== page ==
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Court of Appeal, Fifth District, California.

The PEOPLE, Plaintiff and Respondent, v. Marshall Ray SWANSON, Defendant and Appellant.


Decided: February 10, 1983

Quin Denvir, State Public Defender, and Harvey R. Zall, Deputy State Public Defender, Sacramento, for defendant and appellant. George Deukmejian, Atty. Gen., Robert H. Philibosian, Chief Asst. Atty. Gen., Arnold O. Overoye, Asst. Atty. Gen., Charles P. Just, Shirley A. Nelson, and Clayton Tanaka, Deputy Attys. Gen., Sacramento, for plaintiff and respondent.


Appellant was convicted on his guilty plea of attempted grand theft (Pen.Code, §§ 664, 487).   He was sentenced to prison for the 18-month upper base term.   He now contends that “in imposing the upper term the sentencing court was not guided by the appropriate sentencing rule, but rather by its own determination that appellant's culpability for the attempted crime merited a certain punishment.”

At the sentencing hearing, appellant's trial counsel argued for probation and the prosecutor argued for the upper base term.   This exchange followed:

“It's the order of the Court that probation be and the same is hereby denied, and the Defendant committed to the Department of Corrections.   And I fix the term of the Department of Corrections—how old is he, 18?

“MR. TRIMBLE [Defense Counsel]:  18.   Right.  We would ask for the mitigated term, your Honor, since it's a first—

“THE COURT:  I'm going to fix it at the middle term of—this is one-half of 16, two and three.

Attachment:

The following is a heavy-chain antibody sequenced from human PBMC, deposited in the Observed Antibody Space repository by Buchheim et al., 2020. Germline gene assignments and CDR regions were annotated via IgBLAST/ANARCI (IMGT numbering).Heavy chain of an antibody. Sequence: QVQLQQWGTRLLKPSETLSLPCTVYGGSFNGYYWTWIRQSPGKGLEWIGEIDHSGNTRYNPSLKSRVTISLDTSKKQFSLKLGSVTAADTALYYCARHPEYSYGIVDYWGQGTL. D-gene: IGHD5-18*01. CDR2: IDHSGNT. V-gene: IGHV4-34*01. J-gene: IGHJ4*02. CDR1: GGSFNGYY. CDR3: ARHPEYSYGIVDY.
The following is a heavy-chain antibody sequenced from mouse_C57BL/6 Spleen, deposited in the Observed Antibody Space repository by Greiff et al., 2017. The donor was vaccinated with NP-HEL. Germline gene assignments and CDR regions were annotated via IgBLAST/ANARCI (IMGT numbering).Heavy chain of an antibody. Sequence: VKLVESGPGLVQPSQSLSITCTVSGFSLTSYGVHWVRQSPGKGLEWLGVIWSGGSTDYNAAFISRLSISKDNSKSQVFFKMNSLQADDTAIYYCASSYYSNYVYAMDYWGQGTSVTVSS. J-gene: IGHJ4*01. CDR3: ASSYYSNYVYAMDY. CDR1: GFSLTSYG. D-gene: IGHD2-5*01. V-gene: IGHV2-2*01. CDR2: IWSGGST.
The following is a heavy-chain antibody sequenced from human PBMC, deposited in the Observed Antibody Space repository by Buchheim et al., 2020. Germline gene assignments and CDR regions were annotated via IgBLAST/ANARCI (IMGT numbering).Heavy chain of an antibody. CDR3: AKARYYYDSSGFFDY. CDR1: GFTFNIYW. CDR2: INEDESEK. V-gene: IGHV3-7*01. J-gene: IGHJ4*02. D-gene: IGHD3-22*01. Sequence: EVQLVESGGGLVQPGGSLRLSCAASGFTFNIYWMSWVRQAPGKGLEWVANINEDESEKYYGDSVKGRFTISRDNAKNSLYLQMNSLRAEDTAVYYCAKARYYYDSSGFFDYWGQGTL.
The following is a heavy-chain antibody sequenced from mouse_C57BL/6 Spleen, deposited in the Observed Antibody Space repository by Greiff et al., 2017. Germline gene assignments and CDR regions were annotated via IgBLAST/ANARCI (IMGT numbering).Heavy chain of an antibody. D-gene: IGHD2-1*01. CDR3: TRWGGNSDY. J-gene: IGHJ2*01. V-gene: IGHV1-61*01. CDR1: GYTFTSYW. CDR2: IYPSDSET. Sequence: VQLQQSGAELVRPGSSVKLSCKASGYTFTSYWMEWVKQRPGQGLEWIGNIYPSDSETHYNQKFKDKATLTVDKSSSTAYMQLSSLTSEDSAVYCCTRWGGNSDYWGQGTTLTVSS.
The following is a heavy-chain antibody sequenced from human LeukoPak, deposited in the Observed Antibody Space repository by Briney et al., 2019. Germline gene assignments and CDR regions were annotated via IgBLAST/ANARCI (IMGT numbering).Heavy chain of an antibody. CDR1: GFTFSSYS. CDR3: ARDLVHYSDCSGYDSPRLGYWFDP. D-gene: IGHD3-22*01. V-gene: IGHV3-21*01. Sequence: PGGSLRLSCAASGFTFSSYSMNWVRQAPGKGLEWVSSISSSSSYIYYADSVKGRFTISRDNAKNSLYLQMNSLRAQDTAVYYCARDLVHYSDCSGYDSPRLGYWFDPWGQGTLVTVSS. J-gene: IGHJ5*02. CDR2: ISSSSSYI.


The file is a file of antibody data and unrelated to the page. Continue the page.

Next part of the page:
“MR. TRIMBLE:  One year.

“THE COURT:  I'm going to fix this, because this is one-half, I'm going to aggravate this to three years, one-half, which is going to be 18, one-half is 18 months.

“The Court aggravates because the Defendant has served a prior commitment to the California Youth Authority, he was on parole at the time he committed this crime, his prior performance on parole has not been satisfactory.   And therefore I aggravate it to the one-half of the three-year period, or 18 months.

“The Court denies probation because of the Defendant's past record, his prior commitments to the Youth Authority, and that he would not be a fit and proper candidate for probation.”

In essence, appellant argues the judge initially felt the aggravating and mitigating factors were in equipoise, but then decided to impose the upper base term when he later realized that the middle base term would amount to only one year in custody.   Without directly responding to appellant's contention, respondent counters the judge considered the middle base term but then exercised his discretion in favor of the upper base term based on proper aggravating factors.1

 It requires no citation of authority that a sentencing judge is required to base his decision on the statutory and rule criteria, on an analysis of legitimate aggravating and mitigating factors, and not on his subjective feeling about whether the sentence thus arrived at seems too long, too short, or just right.   He is not permitted to reason backward to justify a particular length sentence which he arbitrarily determines.   Yet appellant contends the judge herein used just such a result-oriented approach.   The question is:  Did he?